The third issue of the Journal for Art Market Studies focuses on the role and development of the exhibition space in a commercial context, from the American barbershop to veritable art trade palaces built in Munich around 1900, as well as both forerunners of and alternatives to today’s commercial gallery spaces.
Is Art Market Studies a discipline in its own right, or rather a research focus area? And if it is a research focus area, then which discipline does it belong to? Art history? Economic or social history? Sociology? Economics of culture? In this second issue of the Journal for Art Market Studies we ask about the theories of art market research and their different approaches, methods and objectives. We ask from an art history perspective which is quite open to transdisciplinary approaches.
Vol 1, No 2 (2017)
Table of Contents
Bénédicte Savoy, Johannes Nathan, Dorothee Wimmer
Technische Universität Berlin, Institut für Kunstwissenschaft und Historische Urbanistik
Call for Papers
Journal for Art Market Studies
“Translocations and the Art Market”
Deadline abstract (2,000 characters): 15 June 2017
Deadline article (30,000 characters): 31 October 2017
Since 2017 the Institute for Art History and Historical Urban Studies at Technische Universität Berlin has been publishing the Open Access Journal for Art Market Studies (JAMS). As part of the Institute’s well established Centre for Art Market Studies, the publication presents interdisciplinary research results on the past and present art market. The Journal conforms to Open Access standards including website submission through www.fokum-jams.org and peer reviews. Articles are published both as pdf and in HTML format, they are DOI registered and usually subject to a CC BY-NC copyright license.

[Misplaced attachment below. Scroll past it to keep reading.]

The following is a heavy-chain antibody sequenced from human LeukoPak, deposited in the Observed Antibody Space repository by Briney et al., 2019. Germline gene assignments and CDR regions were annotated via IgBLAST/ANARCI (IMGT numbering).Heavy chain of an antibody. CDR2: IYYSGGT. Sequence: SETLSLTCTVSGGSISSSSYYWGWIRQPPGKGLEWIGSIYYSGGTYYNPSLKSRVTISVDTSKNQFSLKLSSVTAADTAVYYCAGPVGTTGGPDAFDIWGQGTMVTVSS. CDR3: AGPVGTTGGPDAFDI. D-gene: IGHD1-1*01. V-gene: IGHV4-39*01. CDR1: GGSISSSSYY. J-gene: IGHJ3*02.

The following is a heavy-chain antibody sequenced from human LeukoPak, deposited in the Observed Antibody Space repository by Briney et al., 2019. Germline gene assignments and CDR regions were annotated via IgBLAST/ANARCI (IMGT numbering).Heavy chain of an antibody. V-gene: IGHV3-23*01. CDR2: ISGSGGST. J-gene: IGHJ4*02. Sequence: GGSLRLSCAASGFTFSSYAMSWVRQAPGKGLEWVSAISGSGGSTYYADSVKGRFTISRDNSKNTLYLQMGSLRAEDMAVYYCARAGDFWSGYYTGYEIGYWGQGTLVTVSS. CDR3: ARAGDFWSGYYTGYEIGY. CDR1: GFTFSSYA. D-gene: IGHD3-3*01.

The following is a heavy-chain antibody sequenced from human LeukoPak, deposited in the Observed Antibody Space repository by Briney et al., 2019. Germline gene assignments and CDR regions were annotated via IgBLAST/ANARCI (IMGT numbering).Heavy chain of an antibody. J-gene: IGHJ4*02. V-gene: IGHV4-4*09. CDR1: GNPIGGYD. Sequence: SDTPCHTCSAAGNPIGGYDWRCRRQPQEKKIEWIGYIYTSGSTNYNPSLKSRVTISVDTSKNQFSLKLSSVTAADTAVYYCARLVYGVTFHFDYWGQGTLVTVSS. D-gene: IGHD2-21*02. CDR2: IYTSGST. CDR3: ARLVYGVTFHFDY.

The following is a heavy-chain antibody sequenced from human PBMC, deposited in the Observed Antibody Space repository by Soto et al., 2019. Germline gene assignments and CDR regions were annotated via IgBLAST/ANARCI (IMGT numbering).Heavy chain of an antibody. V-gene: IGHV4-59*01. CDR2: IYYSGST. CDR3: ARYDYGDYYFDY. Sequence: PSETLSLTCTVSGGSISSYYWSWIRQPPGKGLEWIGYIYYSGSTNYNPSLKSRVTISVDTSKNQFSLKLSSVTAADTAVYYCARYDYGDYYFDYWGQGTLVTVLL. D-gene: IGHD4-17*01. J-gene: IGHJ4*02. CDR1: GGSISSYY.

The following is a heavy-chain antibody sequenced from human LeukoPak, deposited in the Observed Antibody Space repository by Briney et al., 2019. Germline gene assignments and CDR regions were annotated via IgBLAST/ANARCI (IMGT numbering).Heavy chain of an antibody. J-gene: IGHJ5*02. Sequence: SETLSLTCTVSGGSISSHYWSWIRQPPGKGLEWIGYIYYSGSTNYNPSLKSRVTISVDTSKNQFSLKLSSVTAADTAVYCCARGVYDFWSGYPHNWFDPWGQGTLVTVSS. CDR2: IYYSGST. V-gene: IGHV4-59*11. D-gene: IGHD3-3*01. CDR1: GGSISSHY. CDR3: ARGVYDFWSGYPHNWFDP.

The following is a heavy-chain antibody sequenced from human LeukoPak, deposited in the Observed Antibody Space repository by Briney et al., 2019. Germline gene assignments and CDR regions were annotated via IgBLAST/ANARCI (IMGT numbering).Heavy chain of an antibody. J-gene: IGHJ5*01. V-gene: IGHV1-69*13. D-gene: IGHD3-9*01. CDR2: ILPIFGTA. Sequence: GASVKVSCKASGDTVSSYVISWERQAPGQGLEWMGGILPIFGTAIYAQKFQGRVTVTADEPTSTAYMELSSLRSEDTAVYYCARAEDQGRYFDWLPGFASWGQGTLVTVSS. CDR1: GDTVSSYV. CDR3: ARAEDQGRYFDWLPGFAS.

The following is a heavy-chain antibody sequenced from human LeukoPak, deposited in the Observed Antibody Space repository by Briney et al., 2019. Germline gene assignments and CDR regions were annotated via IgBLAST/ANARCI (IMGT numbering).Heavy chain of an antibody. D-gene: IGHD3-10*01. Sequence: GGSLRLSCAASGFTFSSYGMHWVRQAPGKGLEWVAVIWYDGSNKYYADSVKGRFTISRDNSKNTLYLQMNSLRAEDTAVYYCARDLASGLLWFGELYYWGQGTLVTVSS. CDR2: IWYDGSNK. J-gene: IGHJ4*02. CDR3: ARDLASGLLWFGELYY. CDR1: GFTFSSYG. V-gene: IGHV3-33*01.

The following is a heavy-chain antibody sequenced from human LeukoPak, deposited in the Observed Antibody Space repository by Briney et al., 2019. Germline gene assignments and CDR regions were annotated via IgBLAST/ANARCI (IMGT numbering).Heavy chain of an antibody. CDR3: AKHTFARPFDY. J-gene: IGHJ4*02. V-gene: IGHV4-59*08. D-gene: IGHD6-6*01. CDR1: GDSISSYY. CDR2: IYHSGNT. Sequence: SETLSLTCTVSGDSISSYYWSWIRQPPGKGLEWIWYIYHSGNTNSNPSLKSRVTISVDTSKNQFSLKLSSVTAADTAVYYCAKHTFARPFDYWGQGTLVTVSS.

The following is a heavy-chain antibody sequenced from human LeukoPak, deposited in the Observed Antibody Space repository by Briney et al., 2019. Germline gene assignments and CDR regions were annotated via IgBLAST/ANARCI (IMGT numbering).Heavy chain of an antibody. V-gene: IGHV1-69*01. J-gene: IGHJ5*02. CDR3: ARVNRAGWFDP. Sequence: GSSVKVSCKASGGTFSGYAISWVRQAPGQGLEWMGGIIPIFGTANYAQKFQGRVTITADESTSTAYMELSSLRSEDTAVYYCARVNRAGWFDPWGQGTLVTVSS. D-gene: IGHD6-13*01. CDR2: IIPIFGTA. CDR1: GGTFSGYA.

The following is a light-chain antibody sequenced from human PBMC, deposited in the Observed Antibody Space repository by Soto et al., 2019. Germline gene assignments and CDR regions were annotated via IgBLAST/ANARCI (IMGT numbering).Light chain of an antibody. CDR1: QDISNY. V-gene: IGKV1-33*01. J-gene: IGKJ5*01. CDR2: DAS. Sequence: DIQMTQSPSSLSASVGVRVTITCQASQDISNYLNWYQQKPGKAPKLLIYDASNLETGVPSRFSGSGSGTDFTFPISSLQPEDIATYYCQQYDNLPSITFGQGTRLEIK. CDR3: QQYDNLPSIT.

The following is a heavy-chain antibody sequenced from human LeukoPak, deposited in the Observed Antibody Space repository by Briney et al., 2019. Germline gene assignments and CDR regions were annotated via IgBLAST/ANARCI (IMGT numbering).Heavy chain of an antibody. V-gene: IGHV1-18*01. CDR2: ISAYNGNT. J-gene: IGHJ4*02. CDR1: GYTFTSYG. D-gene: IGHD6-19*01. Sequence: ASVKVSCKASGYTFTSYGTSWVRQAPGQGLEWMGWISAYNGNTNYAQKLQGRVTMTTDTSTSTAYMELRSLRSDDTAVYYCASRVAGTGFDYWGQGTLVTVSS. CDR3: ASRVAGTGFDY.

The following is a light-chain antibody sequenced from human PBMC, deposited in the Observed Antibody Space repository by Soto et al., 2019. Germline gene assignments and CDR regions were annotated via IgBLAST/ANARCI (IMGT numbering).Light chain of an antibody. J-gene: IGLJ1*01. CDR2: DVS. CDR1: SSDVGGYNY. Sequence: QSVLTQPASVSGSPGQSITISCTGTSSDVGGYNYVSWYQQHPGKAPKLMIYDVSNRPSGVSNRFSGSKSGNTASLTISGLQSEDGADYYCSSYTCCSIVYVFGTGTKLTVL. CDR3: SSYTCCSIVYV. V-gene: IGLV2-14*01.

For January 2018 we are planning an issue on the subject of “Translocations and the Art Market”, guest-edited by Professor Bénédicte Savoy. It will focus on the role of the art market in territorial displacements of cultural assets since antiquity. The context for this issue of the journal will be the wide research area outlined in the Leibniz Project Cluster “Translocations”, which will explore different forms, consequences, directions and backgrounds of such translocations. However, contributions to this issue of the journal should focus specifically on art market research.
The following research areas are outlined in the Project Cluster and may serve as impulses for contributions to the journal:
- Art trade, art theft and trophy enterprise in Antiquity (for example through analysis of antique forms of the market, transports, and presentation of translocated cultural assets)
- The art trade in Europe during the period of the Discovery of the World during the Middle Ages and early modern era (for example, examining trade transactions in art during the crusades, European conquests in South America, the wars of religion and the Thirty Years War)
- The trade in cultural assets and its dispersion in diasporas in recent and early modern times (for example analysing the role of the art market in translocating cultural goods from Italy, Greece, Egypt, sub-Saharan Africa, Asia-Pacific, and the Americas)
- Expropriation and translocation of cultural assets in the context of the great wars of the twentieth century (for example with respect to art theft by the National Socialists, museum sales in Russia as a consequence of the Revolution, Soviet “trophy seizures”, and later the trade in dispossessed art in the GDR)
Please submit your abstract for an article by 15 June 2017 to Susanne Meyer-Abich
Reference: Fokum-Jams, Susanne Meyer Abich.